Back in the days when I had the occasion to interview job candidates often one of my questions was “name the two or three most important people in shaping your life so far, either personally or professionally (and it’s OK to say it’s your mother).” That was, I could get a sense of the person’s interests, passions and more importantly, how he looks at the world.
If asked the same question, I would say a couple of people who have influenced my thinking were Michael Porter and Jane Jacobs. My interest came from my stint as an emerging markets manager during the mid 1990s.
When I used to get assigned a country or region, I used to try to talk to the local investment managers, local brokers and then the companies, in that order of preference. Usually local investors drove the market and it was important to understand their analytical viewpoint. The local brokers also instinctively understand this and will tailor how they cover the local companies and industries accordingly. Until an investor understands how the local companies trade it will be impossible or risky to develop a quantitative framework for those companies.
After going through these exercises a few times, I came back to the same question over and over again.
Why are China and India booming and Kenya not? Typical academic development economic study programs focus on the China and India success stories but don’t focus on the failures. (Incidentally, one of the questions back in my youth was “why can’t India be like Japan?”)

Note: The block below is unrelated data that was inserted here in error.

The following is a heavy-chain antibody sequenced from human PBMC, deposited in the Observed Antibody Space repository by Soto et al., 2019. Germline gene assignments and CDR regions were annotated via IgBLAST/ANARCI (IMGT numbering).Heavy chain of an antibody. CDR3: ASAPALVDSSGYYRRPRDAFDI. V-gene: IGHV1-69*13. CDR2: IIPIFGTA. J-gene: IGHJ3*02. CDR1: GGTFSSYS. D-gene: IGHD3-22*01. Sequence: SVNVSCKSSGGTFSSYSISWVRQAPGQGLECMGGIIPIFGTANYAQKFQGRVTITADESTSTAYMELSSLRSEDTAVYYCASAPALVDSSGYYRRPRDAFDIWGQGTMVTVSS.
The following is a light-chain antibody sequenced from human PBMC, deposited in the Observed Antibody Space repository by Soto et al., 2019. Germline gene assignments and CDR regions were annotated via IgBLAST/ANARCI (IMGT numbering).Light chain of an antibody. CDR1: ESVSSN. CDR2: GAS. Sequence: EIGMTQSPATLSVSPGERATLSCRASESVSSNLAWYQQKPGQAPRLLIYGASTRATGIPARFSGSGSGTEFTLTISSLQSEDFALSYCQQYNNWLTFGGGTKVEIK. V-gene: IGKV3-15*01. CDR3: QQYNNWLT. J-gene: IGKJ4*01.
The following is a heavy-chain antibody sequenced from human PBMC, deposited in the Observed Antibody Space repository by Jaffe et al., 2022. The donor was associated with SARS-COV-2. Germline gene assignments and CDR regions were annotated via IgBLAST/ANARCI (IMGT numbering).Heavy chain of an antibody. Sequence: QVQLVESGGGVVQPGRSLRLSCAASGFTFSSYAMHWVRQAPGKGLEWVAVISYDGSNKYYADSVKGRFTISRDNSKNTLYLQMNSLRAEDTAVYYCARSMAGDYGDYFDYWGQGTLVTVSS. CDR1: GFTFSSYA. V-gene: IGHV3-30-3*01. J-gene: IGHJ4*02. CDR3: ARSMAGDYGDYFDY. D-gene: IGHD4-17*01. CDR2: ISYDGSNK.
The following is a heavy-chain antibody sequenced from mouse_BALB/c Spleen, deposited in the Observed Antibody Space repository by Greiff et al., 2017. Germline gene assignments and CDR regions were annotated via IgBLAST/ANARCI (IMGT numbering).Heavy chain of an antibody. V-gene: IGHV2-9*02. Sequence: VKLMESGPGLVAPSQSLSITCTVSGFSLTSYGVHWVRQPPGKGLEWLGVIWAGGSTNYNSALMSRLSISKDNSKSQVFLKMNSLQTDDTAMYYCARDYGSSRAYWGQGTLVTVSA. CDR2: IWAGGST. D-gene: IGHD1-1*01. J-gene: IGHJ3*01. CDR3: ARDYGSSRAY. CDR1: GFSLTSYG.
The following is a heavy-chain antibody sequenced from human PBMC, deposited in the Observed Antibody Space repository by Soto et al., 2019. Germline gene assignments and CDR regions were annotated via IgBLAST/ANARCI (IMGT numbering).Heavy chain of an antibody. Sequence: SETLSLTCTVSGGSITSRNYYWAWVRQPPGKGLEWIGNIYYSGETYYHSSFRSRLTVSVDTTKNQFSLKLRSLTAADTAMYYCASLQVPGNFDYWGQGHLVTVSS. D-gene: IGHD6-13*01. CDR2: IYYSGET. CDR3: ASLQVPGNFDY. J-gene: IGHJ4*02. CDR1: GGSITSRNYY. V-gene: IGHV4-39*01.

I found the answer first in Michael Porter’s The Competitive Advantage of Nations. In the book Porter talks about how countries go through different stages of development as they migrate up the value chain and also of the importance of industry clusters. Later I also discovered Jane Jacobs’ work, see examples here and here. Her writing is more academic and less punchy but essentially say the same thing as Porter on the issue of moving through stages of development. The important difference is that Jacobs identified city and city-states as the units of growth, rather than nations. While Porter alluded to this point with his industry cluster comment, Jacobs was more explicit.
Could these lessons be generalized to other development economic problems, such as the issue of how to revive inner cities? This is a controversial topic and comments are not only welcome but invited.